Chicago, Ill. — His name tops a glittering list of champions who have gone on to top another list he hopes to join this Sunday in Chicago. Eritrea’s Zersenay Tadese is inarguably the greatest half-marathoner in the world with five IAAF World Championship titles at the distance and the two fastest times in history — 58:23 in Lisbon 2010, and 58:33 in The Hague in 2007. But the 31 year-old is now seeking to slash his Z-first initial onto the all-time marathon list at the 2013 Bank of America Chicago Marathon.
Though he has dominated the half-marathon since 2006, Tadese has never popped the marathon performance that his credentials predict. To date his best is a modest 2:10:41 from London 2012. Chicago will be his third attempt at the full distance. He debuted at the 2010 London Marathon, where he posted a time of 2:12:03 good for seventh place.
“I have changed my training,” admitted Tadese. “I have done more long runs. So I hope to run faster on Sunday.”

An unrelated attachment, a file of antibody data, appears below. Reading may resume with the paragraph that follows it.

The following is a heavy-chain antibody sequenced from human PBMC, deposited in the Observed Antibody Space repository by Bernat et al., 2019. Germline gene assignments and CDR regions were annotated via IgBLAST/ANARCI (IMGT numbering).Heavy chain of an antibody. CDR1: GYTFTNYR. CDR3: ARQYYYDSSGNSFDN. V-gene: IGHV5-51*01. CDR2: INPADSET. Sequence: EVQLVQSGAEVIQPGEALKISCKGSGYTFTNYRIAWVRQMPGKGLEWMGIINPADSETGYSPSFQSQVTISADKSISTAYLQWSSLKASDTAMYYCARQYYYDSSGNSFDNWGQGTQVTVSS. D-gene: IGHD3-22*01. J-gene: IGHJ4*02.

Besides his five world half-marathon titles, Tadese has shown his form on the track where the three-time Olympian has earned a bronze medal in the 10,000 meters at the 2004 Athens Olympics (he was fifth in Beijing 2008; 6th in London 2012). He also won silver at the 2009 IAAF World Championships 10,000 in Berlin, and struck gold at the IAAF World Cross Country Championships in Mombasa, Kenya in 2007. Each and every one of those results points toward not just marathon success, but marathon dominance.
Men like Zersenay who take lesser medals on the track, but win at cross country and the half-marathon seem born marathoners. They may not have the speed to close over the final 400 meters on the track, but they possess a bottomless fount of strength from which to draw. Englishman Steve Jones, the two-time Chicago Marathon champion (1984-`85) and former marathon world record holder was one such runner. Never fast enough to win at the shorter track distances, the second Jonesy moved to 26.2 miles, he was a killer. So, too, should Tadese be. But he hasn’t done it in either of his first two marathons. Continue reading